Making the Most of your Internship Experience

Mariam Ameha, student, George Mason University  |  October 21, 2022 in Pearson Students

Two college interns sitting on an office couch looking at a laptop screen.

You finished applying, got through the interview process, and have received your acceptance letter. Now what? Preparing for an internship can be stressful, especially if it's your first time completing one. Whether your goal is to secure a full-time return offer or you want to gauge a feel for a new industry, an internship is a valuable experience and time for growth. It can be difficult to adjust for someone who has little-to-no experience in a professional setting. This is why it's important to form strategies that can be applied throughout the experience to build your skills and make you a more confident college student as you prepare for your career. Here are four ways to be successful as an intern and leave a lasting impact.

1. Set goals

Prior to starting your internship, you should think about what you want to learn during your time there. Once you connect with your manager, you should set more role-specific goals to measure your success. And it does not end there. Many people forget to review and note if they’re actually hitting their goals until the end of the internship, which can lead to added stress. Try checking in weekly or bi-weekly and listing your achievements somewhere, using a journal, for example. This will be very helpful as you recap what you’ve accomplished during midpoint or final evaluations! Keeping notes on what you have done will also be invaluable when writing a resume because you’ll want to include specific details and log any metrics that show your impact.

2. Self-Advocate

In any job, you will learn that actively seeking opportunities is the best way to get them. If there are specific projects that catch your eye, ask if you can be involved and do anything to help out. Although you are an intern, your time is just as important as others’ time at the organization, so be realistic about what you can handle in terms of workload. One common mistake made by interns is not following up after asking for something, in fear of bothering busy people. However, if you make a request to someone and do not get a response, kindly follow up after waiting an appropriate amount of time. Chances are that the initial request just slipped through the cracks!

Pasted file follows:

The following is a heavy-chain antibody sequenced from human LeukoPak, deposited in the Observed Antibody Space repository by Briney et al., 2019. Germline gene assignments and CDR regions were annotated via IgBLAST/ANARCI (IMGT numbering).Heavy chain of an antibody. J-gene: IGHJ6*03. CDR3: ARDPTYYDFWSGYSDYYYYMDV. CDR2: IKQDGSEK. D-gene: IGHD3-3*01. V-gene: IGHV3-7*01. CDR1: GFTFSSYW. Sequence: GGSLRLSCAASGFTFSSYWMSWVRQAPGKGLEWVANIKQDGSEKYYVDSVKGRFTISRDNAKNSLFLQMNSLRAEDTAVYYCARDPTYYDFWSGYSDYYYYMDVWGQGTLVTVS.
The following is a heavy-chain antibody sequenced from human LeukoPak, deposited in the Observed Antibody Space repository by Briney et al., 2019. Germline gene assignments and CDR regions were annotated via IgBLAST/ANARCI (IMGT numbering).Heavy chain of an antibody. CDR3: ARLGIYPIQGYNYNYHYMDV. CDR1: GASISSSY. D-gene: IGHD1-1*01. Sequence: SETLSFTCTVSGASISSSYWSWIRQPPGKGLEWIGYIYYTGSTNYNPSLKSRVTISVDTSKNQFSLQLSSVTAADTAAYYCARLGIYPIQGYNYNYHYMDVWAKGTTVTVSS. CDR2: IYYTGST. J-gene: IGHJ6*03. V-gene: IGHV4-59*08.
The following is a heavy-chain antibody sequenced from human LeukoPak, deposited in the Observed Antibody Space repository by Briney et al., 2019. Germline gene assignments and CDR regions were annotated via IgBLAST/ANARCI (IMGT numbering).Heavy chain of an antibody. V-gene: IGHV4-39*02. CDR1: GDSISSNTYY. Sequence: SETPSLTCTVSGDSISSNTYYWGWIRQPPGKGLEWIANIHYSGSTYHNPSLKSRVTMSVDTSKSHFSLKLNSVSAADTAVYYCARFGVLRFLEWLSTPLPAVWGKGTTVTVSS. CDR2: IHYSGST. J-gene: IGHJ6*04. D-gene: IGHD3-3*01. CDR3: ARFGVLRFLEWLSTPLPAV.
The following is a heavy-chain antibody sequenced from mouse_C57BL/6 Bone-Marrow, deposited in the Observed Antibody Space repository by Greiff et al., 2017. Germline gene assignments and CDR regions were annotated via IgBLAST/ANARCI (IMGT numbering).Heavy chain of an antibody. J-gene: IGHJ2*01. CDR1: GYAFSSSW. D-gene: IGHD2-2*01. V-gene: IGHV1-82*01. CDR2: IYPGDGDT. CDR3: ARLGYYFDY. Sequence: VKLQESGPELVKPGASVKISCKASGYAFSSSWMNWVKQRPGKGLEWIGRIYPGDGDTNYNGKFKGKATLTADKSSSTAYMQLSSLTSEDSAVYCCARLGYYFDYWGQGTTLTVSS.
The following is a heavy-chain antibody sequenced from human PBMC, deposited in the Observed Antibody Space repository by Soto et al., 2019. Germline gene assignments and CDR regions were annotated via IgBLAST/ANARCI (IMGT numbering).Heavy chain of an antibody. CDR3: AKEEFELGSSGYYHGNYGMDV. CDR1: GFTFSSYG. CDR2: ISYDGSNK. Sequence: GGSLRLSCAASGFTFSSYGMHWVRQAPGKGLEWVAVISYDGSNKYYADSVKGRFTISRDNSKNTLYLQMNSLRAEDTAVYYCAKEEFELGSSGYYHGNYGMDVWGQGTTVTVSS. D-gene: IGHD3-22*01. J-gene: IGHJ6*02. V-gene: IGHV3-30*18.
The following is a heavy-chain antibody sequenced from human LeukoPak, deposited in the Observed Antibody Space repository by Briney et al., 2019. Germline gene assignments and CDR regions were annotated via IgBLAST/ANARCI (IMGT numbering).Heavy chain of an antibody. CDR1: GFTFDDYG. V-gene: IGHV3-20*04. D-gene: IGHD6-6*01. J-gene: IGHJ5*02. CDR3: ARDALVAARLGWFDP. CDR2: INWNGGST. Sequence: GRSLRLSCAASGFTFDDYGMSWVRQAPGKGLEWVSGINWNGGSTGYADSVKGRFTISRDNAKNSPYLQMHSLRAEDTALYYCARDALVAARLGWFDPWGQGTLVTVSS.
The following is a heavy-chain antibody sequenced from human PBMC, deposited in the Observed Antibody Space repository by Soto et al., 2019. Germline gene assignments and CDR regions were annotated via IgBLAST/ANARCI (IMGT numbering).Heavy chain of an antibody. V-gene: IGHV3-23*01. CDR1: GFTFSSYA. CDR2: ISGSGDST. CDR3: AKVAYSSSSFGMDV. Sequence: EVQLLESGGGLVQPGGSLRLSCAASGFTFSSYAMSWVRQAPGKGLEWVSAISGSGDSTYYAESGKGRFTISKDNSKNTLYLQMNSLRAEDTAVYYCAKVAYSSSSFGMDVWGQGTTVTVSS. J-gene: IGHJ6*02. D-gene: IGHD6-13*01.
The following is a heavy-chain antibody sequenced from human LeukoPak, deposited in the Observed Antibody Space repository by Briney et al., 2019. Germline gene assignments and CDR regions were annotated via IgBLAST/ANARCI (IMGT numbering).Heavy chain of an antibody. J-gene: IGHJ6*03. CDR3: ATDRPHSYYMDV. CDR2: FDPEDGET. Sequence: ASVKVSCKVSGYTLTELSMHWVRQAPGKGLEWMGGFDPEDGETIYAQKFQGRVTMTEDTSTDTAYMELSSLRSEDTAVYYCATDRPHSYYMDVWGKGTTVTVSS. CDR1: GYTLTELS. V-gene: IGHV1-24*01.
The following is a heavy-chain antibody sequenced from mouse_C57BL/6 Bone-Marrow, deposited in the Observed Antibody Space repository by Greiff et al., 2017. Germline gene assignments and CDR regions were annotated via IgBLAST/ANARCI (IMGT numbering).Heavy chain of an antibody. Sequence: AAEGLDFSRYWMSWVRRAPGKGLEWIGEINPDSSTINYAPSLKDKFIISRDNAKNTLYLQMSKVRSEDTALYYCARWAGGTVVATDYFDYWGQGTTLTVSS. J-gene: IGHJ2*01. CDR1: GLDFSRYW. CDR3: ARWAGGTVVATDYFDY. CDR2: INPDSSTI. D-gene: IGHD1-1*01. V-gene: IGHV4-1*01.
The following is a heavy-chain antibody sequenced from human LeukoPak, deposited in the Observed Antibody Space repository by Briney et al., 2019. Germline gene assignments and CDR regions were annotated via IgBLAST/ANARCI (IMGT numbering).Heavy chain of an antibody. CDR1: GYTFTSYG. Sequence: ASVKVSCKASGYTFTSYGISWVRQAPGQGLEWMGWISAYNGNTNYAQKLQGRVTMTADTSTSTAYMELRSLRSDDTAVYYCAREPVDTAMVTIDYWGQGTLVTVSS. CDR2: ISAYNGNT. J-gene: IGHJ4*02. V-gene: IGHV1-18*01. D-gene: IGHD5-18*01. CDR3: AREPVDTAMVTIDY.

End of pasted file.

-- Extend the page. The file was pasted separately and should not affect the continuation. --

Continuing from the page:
3. Be receptive to all feedback

As an intern, you may receive both positive and negative feedback. Feedback is a gift, so try to remain open-minded to constructive criticism from your manager or other colleagues. You are there to learn, so put your best foot forward and ask how you can do better in your role. Once you receive this information, make sure to actively work on your weaknesses so you can show improvement by the end of the program. Being an intern does not mean you are not allowed to also share feedback. Communicate with your manager and respectfully let them know if you are missing tools needed to help you be successful, because they cannot read your mind! This will also show your initiative and leadership, as you are stepping up and have the ability to improve the program for future interns.

4. Build your network!

You may get caught up in a routine of working solo on your computer but remember that your internship time is limited. This is a valuable time to build your connections and get to know different people at your company. Even if someone is not in your team or specific department, you can learn about various areas of interest and potentially find something that aligns more with your goals. Find a good balance between your usual workload and networking. To avoid burnout, you can set a goal of speaking to a certain amount of people a week. During my summer internship this year, I aimed to connect with 1-2 new people weekly, and set up meetings to ask questions and learn about various departments. This led to many new connections and more clarity about my career goals. If you are in a cohort of interns, take this time to form long-lasting relationships and socialize! This can be through coffee chats (especially if your internship is virtual) or asking to grab lunch together at the office. Take advantage of company-wide social events as well, since this will let you mingle with people you otherwise would not cross paths with through your day-to-day work.

Internships can fly by, and you want to be able to look back at the end and feel confident that you did the best that you could. Plan ahead, ask questions, and conquer your internship!

Do you have a compelling story or student success tips you’d like to see published on the Pearson Students blog?  If you are a college student and interested in writing for us – click here to pitch your idea and get started!